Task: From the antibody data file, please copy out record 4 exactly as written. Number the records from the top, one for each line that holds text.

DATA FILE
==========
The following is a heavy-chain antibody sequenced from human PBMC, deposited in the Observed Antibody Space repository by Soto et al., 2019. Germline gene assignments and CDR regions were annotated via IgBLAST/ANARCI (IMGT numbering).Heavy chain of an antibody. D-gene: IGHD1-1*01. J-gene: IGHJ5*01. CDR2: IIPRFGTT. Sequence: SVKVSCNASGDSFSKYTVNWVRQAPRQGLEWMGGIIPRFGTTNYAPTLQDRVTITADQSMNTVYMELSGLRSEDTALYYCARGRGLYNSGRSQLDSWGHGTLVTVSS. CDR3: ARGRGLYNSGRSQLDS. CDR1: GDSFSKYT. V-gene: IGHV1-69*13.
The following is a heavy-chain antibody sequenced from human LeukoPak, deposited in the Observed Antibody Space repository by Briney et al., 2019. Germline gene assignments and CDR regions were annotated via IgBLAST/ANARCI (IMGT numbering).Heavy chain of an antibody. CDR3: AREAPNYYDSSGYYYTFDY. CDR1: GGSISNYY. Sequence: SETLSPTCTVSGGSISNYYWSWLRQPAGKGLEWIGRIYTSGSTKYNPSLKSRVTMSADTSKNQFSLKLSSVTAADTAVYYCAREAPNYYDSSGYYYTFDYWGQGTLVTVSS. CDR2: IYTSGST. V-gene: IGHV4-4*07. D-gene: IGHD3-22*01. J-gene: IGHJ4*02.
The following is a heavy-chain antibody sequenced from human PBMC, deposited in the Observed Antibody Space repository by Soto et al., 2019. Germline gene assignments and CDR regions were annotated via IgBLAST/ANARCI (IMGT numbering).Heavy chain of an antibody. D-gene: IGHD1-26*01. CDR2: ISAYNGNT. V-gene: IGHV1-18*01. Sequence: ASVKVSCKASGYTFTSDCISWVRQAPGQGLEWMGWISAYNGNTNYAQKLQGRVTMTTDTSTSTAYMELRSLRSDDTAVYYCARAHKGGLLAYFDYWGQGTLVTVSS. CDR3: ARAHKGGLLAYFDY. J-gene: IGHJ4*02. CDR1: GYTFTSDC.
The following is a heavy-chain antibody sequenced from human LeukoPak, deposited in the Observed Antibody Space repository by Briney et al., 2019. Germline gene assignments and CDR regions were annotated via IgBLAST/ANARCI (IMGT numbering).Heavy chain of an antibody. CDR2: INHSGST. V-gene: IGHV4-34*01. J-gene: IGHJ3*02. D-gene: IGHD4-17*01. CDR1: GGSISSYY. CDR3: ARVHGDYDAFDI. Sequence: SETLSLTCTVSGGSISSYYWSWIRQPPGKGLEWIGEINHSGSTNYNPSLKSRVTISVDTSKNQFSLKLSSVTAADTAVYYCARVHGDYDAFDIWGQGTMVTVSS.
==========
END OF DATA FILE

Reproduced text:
The following is a heavy-chain antibody sequenced from human LeukoPak, deposited in the Observed Antibody Space repository by Briney et al., 2019. Germline gene assignments and CDR regions were annotated via IgBLAST/ANARCI (IMGT numbering).Heavy chain of an antibody. CDR2: INHSGST. V-gene: IGHV4-34*01. J-gene: IGHJ3*02. D-gene: IGHD4-17*01. CDR1: GGSISSYY. CDR3: ARVHGDYDAFDI. Sequence: SETLSLTCTVSGGSISSYYWSWIRQPPGKGLEWIGEINHSGSTNYNPSLKSRVTISVDTSKNQFSLKLSSVTAADTAVYYCARVHGDYDAFDIWGQGTMVTVSS.